Nandigram: A Sight of Collective Struggle against Capitalist Propaganda, Will Now Be Able to Defeat the Fascist?

The narrative of the farmers ' movement in Nandigram is altogether absent in mainstream media amid the usual skirmishes between Mamata and Shuvendu.


West Bengal in its second phase of Assembly elections held for 30 seats, recorded a voter turnout of nearly about 82 percent, amid sporadic cases of violence in Nandigram, Keshpur constituency. TMC, the ruling party of the state, and BJP have accused each other of booth jamming, rigging, and threatening of their respective booth agents. Chief Minister Mamata Banerjee even slammed Election Commission and CRPF for not responding responsively to complaints of booth capturing by BJP and for allegedly working on the direction of Amit Shah. Suvendu Adhikari, the former minister from TMC and now a BJP candidate, and Mamata Banerjee, both of whom have been contesting for the Nandigram constituency, have challenged to defeat each other with a great margin.

Suvendu Adhikari’s father and brother Sisir and Dipyendu Adhikari, MPs from East Midnapore and now TMC turncoats, who are commonly known as ‘Adhikari family’, enjoy a considerable influence over the whole district. Shuvendu Adhikari,
after resigning from TMC just before a few months ago the election, started playing on the narrative of religious polarisation of Sangh Parivar and BJP by conjuring up baseless arguments of ‘appeasement politics’ of the minority by TMC, just to consolidate the Hindu voters in his favour. The grievances of people against the local TMC leaders are genuine enough, for their alleged involvement in various cases of corruption, extortion and failure in the disbursement of compensation money of cyclone Amphan. But the vicious campaign of referring to Mamata as a ‘Begum’ and telling voters that a vote to TMC means a vote to Pakistan, is largely affecting the social dynamics of Nandigram. According to the Census of 2011, the Nandigram assembly segment had a total population of 331,054, of whom 244,867 (73.96%) were Hindus and 25.88% were Muslims. Scheduled Castes made up 16.46% of the population. With people like Yogi Adityanath, Smriti Irani frequently coming to Bengal and furthering the hate ideology of Hindutva and pro-corporate policies underneath, there is an attempt being made to wipe out the history of a shared past of struggle and coexistence of Hindu and Muslim communities. People from the Muslim community have expressed their anger for being called ‘Pakistanis’.This kind of extremist communal politics is very unfamiliar to them as they have co-existed peacefully for decades.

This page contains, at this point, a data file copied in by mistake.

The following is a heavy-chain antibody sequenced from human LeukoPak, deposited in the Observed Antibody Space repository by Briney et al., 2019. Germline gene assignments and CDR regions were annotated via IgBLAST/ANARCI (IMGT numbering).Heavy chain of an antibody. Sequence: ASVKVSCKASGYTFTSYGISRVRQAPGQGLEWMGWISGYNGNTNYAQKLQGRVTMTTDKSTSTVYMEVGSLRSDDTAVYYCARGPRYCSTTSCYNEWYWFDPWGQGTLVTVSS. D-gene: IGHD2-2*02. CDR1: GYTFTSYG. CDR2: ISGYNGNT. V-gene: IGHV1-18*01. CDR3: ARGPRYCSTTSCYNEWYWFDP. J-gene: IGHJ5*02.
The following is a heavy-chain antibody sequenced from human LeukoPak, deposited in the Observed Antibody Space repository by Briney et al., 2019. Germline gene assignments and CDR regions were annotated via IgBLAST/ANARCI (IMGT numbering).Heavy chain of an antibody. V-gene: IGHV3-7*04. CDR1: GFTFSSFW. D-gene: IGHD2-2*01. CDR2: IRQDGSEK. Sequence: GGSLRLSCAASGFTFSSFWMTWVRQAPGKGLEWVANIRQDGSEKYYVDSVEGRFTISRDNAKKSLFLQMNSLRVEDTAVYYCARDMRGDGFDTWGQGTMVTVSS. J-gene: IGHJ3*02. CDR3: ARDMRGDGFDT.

Nandigram which is being treated as a hot topic by media for two heavyweight candidates and the simmering communal tension also had been a sight of farmers’ movement in 2007, against a forceful land acquisition move by the then CPI(M) government for the construction of a chemical hub by Indonesian Salim group. In the united struggle, both the people from Hindu and Muslim communities had lost their lives to state terror and still stood by each other strongly.